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Grassroots groups throughout the country have used Citizens for Tax Justice’s report “Corporate Taxpayers & Tax Dodgers,” to pressure lawmakers to clean up the tax code. Here’s a sample of what some groups have done in California, Massachusetts, Minnesota, Texas, and Washington.

California: A coalition of activist groups, including SEIU, the Teamsters, Good Jobs LA, and Occupy LA, rallied in Hollywood to protest FedEx’s less than one percent corporate tax rate over the last three years. Good Jobs LA explained that the $552 million in tax subsidies that FedEx received in 2010 alone could have been used to create over “1,000 jobs, contributed tens of millions for Medicaid and food stamp benefits, and added more than $11 million for education programs.”

Massachusetts: MassUniting and Occupy Boston rallied at the Boston headquarters of General Electric (GE), perhaps the most infamous tax dodger due to its astounding negative 45.3 percent tax rate. Many of the protestors carried signs reading “I Paid More in Taxes than General Electric.”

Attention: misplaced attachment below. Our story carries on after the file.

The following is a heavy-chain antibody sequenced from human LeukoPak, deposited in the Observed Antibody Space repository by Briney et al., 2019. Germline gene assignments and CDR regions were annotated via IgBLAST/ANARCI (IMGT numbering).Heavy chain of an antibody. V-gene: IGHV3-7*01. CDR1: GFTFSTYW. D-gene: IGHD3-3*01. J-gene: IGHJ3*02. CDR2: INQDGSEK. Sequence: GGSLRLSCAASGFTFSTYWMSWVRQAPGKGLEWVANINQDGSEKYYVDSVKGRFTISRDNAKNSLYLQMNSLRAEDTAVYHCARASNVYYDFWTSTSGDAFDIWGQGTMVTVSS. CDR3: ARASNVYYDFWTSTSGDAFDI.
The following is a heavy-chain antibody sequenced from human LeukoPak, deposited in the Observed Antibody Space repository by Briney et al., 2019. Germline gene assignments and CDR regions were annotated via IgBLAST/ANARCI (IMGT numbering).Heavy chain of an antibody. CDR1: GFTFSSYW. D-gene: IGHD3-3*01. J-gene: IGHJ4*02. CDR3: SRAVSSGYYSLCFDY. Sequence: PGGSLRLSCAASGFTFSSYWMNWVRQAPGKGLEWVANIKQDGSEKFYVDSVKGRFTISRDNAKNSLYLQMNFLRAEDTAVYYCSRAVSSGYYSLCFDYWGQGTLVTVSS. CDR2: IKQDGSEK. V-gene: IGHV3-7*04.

Minnesota: Minnesotans for a Fair Economy marked the beginning of the state’s legislative session by demonstrating against Wells Fargo, which received a shocking $17.9 billion in federal tax breaks wiping out its taxes for the last three years. The protestors emphasized that Minnesota legislators have continuously prioritized corporate tax breaks over critical investments in education.

Texas: The community group Good Jobs Great Houston took to the streets (and brought a pig along with them) to protest the “Dirty Thirty,” a group of companies that spend hundreds of millions of dollars to lobby Congress, yet pay nothing taxes. The protest took place outside the headquarters of Centerpoint Energy, which earned its place in the “Dirty Thirty” for the $1 billion in tax breaks it received over the past three years.

Washington: The advocacy group Working Washington held a rally against Wells Fargo’s corporate tax dodging at the bank’s Seattle corporate offices. To demonstrate their opposition to corporate tax breaks, the protesters brought along a giant check depicting the $17.9 billion in tax subsidies that Wells Fargo has received over the last few years.

Photos via Good Jobs LA and Good Jobs Great Houston